Eugene Denisov
Level 40
Москва

A small tip for your educational plan

Published in the Success Stories group
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A small tip for your educational plan - 1 I've decided to write about what I really missed when I first began my studies on Java programming, namely, what needs to be studied and in what order:
  1. From the very first levels of the course, you can begin a parallel study of database management systems (In my case, it was MySQL on sql-ex.ru. Roughly the first 70 tasks will be enough) and work through the free HTML Academy course. There you'll learn about HTML and CSS.

  2. Once you feel you've more or less understood the basics of Java Core (corresponding to Level 15 on CodeGym, I think), come up with a project that you will find personally interesting and useful. You'll have something to show and talk about at interviews.

  3. I recommend climbing to Level 40 on CodeGym.

  4. After Level 20, start exploring things like version control systems (Git, githowto.com) and figure out what Maven is.

  5. After Level 30, start mastering Hibernate.

  6. At the finish line, before finding a job, you should take a deep drink of Spring (Read "Spring 4 for Professionals").

At the same time, read books on the topics you're studying. Use time management skills (if you aren't already) and then it will only be a matter of time before you get an offer. My training phase took a year and a half and roughly 700 hours of pure study. Here's a separate list of approximately what you need to know to confidently go for an interview at a good company:
  1. JavaSE (here you should know everything, though there is some leniency when it comes to multithreading)

  2. JDBC, MySQL (you should have a good mastery)

  3. HTML, CSS (everything is quite simple here, no deep knowledge is needed here)

  4. JUnit (nobody said testing isn't necessary)

  5. Git (publish your own project, you'll figure out how)

  6. Maven (nothing complicated here, figure it out)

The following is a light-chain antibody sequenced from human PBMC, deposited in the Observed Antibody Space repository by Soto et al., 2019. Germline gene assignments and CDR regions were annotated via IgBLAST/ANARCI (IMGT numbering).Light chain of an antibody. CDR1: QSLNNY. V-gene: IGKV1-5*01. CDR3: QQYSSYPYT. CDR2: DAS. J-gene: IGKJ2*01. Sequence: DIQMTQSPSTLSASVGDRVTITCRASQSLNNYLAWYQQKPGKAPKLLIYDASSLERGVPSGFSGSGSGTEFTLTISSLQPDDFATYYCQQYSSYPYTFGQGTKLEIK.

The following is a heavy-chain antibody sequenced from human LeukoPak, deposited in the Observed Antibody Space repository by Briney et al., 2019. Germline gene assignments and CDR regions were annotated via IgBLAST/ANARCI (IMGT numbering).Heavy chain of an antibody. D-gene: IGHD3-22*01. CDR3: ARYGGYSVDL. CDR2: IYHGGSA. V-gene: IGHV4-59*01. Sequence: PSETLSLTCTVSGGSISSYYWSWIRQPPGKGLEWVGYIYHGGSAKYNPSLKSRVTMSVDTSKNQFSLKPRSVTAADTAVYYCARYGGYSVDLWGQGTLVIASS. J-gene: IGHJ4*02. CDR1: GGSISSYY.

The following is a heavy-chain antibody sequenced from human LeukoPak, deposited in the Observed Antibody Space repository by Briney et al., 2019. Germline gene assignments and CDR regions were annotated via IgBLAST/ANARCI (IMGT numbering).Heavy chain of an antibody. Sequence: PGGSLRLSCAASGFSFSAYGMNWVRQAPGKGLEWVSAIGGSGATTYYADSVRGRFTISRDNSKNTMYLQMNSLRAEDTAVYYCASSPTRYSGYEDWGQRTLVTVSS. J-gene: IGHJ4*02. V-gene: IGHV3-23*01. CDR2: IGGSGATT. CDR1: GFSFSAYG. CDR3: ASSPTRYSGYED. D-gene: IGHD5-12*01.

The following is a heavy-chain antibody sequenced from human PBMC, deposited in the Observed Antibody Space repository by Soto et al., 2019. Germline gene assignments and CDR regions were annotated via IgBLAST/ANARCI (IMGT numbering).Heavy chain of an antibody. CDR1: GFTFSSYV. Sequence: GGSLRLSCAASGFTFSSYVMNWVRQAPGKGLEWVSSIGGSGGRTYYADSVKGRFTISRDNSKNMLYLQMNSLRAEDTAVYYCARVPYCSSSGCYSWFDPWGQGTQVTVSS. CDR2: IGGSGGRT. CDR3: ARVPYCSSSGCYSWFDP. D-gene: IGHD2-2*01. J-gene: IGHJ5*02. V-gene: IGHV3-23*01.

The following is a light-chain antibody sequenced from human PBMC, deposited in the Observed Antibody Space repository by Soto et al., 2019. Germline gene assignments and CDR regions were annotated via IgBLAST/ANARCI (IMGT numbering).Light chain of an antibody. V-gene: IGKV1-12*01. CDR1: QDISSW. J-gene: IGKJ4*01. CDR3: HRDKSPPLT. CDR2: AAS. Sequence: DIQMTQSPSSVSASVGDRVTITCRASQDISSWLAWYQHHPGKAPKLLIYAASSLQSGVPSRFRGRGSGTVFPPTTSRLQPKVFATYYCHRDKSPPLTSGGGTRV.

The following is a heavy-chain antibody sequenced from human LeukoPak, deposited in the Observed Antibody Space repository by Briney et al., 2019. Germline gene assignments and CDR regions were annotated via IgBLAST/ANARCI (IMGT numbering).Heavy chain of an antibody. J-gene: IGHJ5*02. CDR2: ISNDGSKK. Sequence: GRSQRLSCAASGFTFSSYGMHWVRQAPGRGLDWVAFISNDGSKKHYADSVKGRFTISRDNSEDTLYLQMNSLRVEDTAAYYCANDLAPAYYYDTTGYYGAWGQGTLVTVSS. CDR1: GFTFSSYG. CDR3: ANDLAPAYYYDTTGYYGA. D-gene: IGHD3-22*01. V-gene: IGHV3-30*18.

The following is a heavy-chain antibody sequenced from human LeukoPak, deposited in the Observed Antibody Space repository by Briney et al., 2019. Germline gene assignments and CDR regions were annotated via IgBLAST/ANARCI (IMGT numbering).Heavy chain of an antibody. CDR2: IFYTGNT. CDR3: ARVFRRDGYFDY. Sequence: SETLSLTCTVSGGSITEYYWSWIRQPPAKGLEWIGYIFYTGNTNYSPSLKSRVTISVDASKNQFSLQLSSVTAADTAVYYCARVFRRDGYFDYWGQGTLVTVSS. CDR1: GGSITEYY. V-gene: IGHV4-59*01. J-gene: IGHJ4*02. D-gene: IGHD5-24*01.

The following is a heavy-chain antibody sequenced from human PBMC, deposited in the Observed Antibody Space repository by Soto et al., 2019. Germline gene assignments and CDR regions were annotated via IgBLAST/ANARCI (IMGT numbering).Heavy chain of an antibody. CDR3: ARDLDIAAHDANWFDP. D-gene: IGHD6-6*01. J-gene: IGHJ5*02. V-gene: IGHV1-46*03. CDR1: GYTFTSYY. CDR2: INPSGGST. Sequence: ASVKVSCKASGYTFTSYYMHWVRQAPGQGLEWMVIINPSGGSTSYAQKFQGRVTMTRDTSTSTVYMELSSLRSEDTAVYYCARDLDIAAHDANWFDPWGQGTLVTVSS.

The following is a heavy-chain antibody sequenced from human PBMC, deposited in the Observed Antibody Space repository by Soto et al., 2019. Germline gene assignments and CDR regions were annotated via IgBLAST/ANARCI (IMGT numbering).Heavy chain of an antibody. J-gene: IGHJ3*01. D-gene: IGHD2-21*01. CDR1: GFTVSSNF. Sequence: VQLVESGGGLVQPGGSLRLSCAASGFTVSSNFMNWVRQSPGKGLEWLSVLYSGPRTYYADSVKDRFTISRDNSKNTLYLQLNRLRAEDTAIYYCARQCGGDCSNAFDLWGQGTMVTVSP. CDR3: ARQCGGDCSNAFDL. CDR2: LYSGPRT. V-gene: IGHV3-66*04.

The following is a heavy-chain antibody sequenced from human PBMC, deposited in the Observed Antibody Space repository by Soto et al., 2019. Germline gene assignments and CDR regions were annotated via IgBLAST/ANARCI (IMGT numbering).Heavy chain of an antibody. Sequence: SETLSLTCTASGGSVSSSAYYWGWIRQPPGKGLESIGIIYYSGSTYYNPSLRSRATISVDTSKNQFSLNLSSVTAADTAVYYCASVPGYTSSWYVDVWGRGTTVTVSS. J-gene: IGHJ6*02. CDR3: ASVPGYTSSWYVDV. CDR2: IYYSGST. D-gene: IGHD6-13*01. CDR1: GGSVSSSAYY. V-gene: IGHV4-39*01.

7. Hibernate (this is where the difficulties begin)

  8. Spring (I'm only delve into it myself, I regret that I didn't start earlier)

As for my own project... I wrote an ordinary console-based CRUD application using JavaSE and Hibernate, compiled using Maven. Interviewers are very interested in the code you have written yourself. A small tip for your educational plan - 2And that's basically my message here. All that remains is to wish good luck to those who have just embarked on this thorny path (yes, it will be difficult).
Comments (42)
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Derick Asane
Level 2 , Cameroon
3 August, 20:45
great one dear. am happy you shared this to help others
ron_villela
Level 9 , Miami, United States
27 June, 03:31
Great article! Motivated me to keep grinding with a plan. Interesting to see how long it took and breaking it down to hours is very insightful. I’m sure it varies but it sounds like a feasible range.
Nashid Kp
Level 2 , Manjeri, India
17 August 2021, 12:18
Hi my dear friends, I am an undergraduate and have no IT background. Just entering to level 1 in codegym. But I am very much interested to become a well known programmer. Reading this made me really confusing and losing my confidence. Pls can anyone advice me what to do and how to do to achive my dream? pls reply
John Dangle
Level 20 , United States of America
29 August 2021, 00:51
Just keep practicing on Code Gym, and supplement with the other materials as you begin to understand the Java Syntax better.
Nashid Kp
Level 2 , Manjeri, India
2 September 2021, 18:07
Thank you John
Jonaskinny Java Developer at Sandmedia
24 February, 23:54
If you are feeling overwhelmed, focus on the java language and core. You can learn whatever other tools the team uses once you get hired. Juniors are not expected to know much about these other tools and each organization/team/project can use different ones, so you may not even need any specific one. There is also usually one guru, which is why they chose the tools they did, because that person knows it well, so learn from them. If you come in solid on java its way better than just ok on java but great on Maven etc.
Przemek
Level 14 , Warszawa, Poland
8 April 2021, 16:36
Great advice, thank you ! Only one - https://htmlacademy.org/ is not free. Free is 7 days trial.
Attalah Bailey
Level 2 , Christchurch, United Kingdom
3 March 2021, 22:19
what java books do you recommend ?
祖安文科状元 Java Developer
25 March 2021, 17:19
Thinking in Java?
Zac
Level 9 , Birmingham, United States
11 May 2021, 15:14
Hi Attalah, I don't know how far along in Java you are but once you have a grip on the foundations of the language and you are beginning to consider writing your own software I highly recommend Effective Java at that point.
Steve Adansi
Level 0
19 May 2021, 15:40
Java in 2 semesters 4th edition - Best for Beginners
Evgeniy Denisov
Level 0 , Moscow, Russia
19 October 2021, 15:27
Robert Lafore. Algorithms and data structures in java. The best for newbies is to understand the implementation of collections and learn how to determine the complexity of algorithms. Right after Java Core.
Dilshodjon Gulomov
Level 1 , Bonn
3 January 2021, 19:17
Gute Tipps. DANKE
Deepika S
Level 0 , Bangalore
29 October 2020, 04:52
Good tips! Thank you sharing and making us motivated:)
TheBook
Level 7 , Frankfurt, Germany
26 July 2020, 15:02
Good tipps! Thanks
Sejdic Benjamin
Level 2 , Dortmund, Germany
19 June 2020, 18:35
Thanks Eugenes ;)
Monica Chiritescu
Level 5 , Birmingham, United Kingdom
24 May 2020, 23:44
Thank you for sharing.